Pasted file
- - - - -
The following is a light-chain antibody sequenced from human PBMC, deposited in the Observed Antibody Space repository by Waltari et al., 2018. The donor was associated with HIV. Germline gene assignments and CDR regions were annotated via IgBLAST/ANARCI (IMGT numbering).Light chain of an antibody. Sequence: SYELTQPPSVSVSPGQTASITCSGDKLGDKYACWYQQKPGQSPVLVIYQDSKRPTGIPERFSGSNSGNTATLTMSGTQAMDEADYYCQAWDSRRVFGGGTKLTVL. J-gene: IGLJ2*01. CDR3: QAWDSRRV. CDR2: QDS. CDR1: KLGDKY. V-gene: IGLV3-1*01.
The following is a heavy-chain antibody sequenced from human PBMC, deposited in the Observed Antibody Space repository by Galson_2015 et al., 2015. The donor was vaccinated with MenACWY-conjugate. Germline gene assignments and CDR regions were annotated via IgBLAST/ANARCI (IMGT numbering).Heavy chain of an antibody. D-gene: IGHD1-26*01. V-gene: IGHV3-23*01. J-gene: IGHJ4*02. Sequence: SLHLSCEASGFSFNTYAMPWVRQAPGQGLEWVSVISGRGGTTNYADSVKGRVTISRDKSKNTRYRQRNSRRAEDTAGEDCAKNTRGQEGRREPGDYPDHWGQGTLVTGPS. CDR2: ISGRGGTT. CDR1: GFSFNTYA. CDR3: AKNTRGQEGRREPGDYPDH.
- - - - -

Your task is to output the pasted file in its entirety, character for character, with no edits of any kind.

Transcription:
The following is a light-chain antibody sequenced from human PBMC, deposited in the Observed Antibody Space repository by Waltari et al., 2018. The donor was associated with HIV. Germline gene assignments and CDR regions were annotated via IgBLAST/ANARCI (IMGT numbering).Light chain of an antibody. Sequence: SYELTQPPSVSVSPGQTASITCSGDKLGDKYACWYQQKPGQSPVLVIYQDSKRPTGIPERFSGSNSGNTATLTMSGTQAMDEADYYCQAWDSRRVFGGGTKLTVL. J-gene: IGLJ2*01. CDR3: QAWDSRRV. CDR2: QDS. CDR1: KLGDKY. V-gene: IGLV3-1*01.
The following is a heavy-chain antibody sequenced from human PBMC, deposited in the Observed Antibody Space repository by Galson_2015 et al., 2015. The donor was vaccinated with MenACWY-conjugate. Germline gene assignments and CDR regions were annotated via IgBLAST/ANARCI (IMGT numbering).Heavy chain of an antibody. D-gene: IGHD1-26*01. V-gene: IGHV3-23*01. J-gene: IGHJ4*02. Sequence: SLHLSCEASGFSFNTYAMPWVRQAPGQGLEWVSVISGRGGTTNYADSVKGRVTISRDKSKNTRYRQRNSRRAEDTAGEDCAKNTRGQEGRREPGDYPDHWGQGTLVTGPS. CDR2: ISGRGGTT. CDR1: GFSFNTYA. CDR3: AKNTRGQEGRREPGDYPDH.